How fast (or slow) mutation testing really is?

Posted: 2017-09-19 in Tools
Tags: , , , , ,

Get know how fast (or slow) mutation testing in fact is (based on tangible results from the real FOSS projects) and how can it be optimized (with real implementation in PIT, a tool for Java projects).

One of the questions I’ve got after my first presentation about mutation testing with PIT at in Brno years ago was “how long would it take in my project?”. I wasn’t able to answer precisely. The execution time depends on multiple factors. Size of the project, number of tests, kind of tests (unit/integration), just to mention a few. There are also some optimization techniques which can speed up the analysis. To give you a roughly idea about that, I collected the results from a mutation testing session in two popular FOSS projects performed with PIT.

I assume that you already know something about mutation testing. If not, please read that article before going further.

The fast and the furious 1910


As my guinea pigs I chose two popular open source projects – Assertj – which provides “fluent assertions for Java” and Joda-Time providing “a quality replacement for the Java date and time classes” which was a must for Java projects before Java 8 where similar solution became available out-of-box.

AssertJ can be named a medium size project according to FOSS standards. It has ~85K lines of production code and 150K lines of tests (as measured by Idea statistics plugin – including empty lines and comments). The code compilation takes ~2 seconds. Test execution ~12 seconds (almost 10_000 (mostly) unit tests). Joda-Time is somehow smaller with ~70K LOC in production and ~72K LOC in tests. Test execution takes ~3 seconds (~4200 tests).

I chose AssertJ and Joda-Time as they have a very solid test harness which consists (mostly) of unit tests – the best possible kind of tests for most of the cases. While integration tests can also be used with mutation testing (with some limitations and side effects) unit tests are the perfect candidate.

Brute force

Based on the further PIT analysis I estimated a number of possible to generate mutants at 8000 for AssertJ and 10000 for Joda-time. Of course it depends on the number of mutations available in your tool belt, however, to compare a brute force method with PIT the same number of mutants is accurate.

You may ask why there is greater number of mutants generated for Joda-time which has smaller codebase. It would be a fair question. PIT (or any other mutation testing tool) generates mutants in the lines where something can be “broken”. As Joda-time contains more “real logic” inside it was possible to generate more mutants than in AssertJ code where is a lot of delegation. In the other words, it’s usually possible to generate more mutants generated in a line with an if statement than in a line which just calls some void method in an another class. Therefore, number of mutations does not depend only on the number of lines.

Let’s get back to our calculations. AssertJ, brute force algorithm. For every mutation code has to be compiled – 8000 * 2 seconds and all tests have to be executed 8000 * 12 seconds. It gives 112000 seconds in total. It is ~1867 minutes, over 31 hours! Even for 5 times smaller Joda-time it is still: 10000 * 1 seconds + 10000 * 3 = 40000 seconds -> 667 minutes -> over 11 hours!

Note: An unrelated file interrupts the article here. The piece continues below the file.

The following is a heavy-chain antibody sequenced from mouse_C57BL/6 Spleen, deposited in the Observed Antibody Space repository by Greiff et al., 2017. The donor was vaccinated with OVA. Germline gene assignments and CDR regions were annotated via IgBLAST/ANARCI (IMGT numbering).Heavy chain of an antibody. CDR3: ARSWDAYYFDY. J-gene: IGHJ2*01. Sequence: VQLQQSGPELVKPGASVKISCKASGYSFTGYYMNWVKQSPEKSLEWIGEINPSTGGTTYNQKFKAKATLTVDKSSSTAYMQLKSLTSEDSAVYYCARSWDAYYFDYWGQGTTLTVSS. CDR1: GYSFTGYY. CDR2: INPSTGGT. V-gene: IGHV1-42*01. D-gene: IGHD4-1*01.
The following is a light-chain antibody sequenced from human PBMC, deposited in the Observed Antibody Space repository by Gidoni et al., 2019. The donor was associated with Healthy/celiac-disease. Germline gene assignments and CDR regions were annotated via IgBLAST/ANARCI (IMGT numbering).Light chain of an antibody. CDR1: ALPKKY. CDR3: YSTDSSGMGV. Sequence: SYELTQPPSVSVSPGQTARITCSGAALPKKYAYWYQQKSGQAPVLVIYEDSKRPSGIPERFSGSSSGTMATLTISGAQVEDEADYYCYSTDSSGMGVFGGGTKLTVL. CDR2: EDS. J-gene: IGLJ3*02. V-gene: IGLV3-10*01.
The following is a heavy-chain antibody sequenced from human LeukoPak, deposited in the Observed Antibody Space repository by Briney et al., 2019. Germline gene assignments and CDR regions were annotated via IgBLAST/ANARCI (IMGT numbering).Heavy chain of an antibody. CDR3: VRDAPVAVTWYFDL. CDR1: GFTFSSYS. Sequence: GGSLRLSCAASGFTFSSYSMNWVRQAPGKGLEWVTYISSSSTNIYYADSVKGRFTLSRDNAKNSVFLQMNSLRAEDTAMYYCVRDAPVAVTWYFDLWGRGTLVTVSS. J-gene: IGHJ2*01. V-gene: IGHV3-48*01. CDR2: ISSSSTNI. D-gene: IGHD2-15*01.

Wow, over 11 and 31 hours. For not so large projects. It is one of the reasons why mutation testing – first proposed by Richard Lipton in 1971 (over 40 years ago!) – had been an academic technique only. Let’s take a look how it could be optimized to make it conform to the reality in enterprise projects.


Test selection

Running all tests for every mutation it greatly ineffective. One of the naive approaches is an usage of a name convention – tests usually are named SomeProductionClass*Test. However, it tends to underestimate test suite effectiveness as no all tests are written in that way (especially integration/acceptance ones) and there could be also some typos. Another idea is a static call analysis. It’s more reliable, however, it completely skips reflection calls and in addition it can have a problem with polymorphism.

PIT in turns, leverages some other techniques. First of all, tests are executed in a “normal” mode and a standard code coverage metric is gathered. Thanks to that procedure, mutants with no “standard” coverage can be skipped. There is no chance to have them killed – no test even executes that given line. That technique can be especially beneficial if PIT is used in a project having small number of automated tests (low standard code coverage). What is more, PIT knows exactly which tests execute the particular line. Therefore, no test will ever be run against a mutant that it will not execute. This is essential to limit the number of tests executed per mutant. As a bonus, PIT (based on the first execution) is aware of tests execution time. Tests covering a given mutant can be reordered to have fast ones executed first. If a mutant has been killed, the subsequent (slower) tests can be skipped.

Those optimizations (among other technical solutions – such as creating mutations at the bytecode level instead of the source code one – which is must faster, albeit harder in implementation and also has some limitations) contributed to much faster mutation testing analysis in comparison to theoretical brute force mode.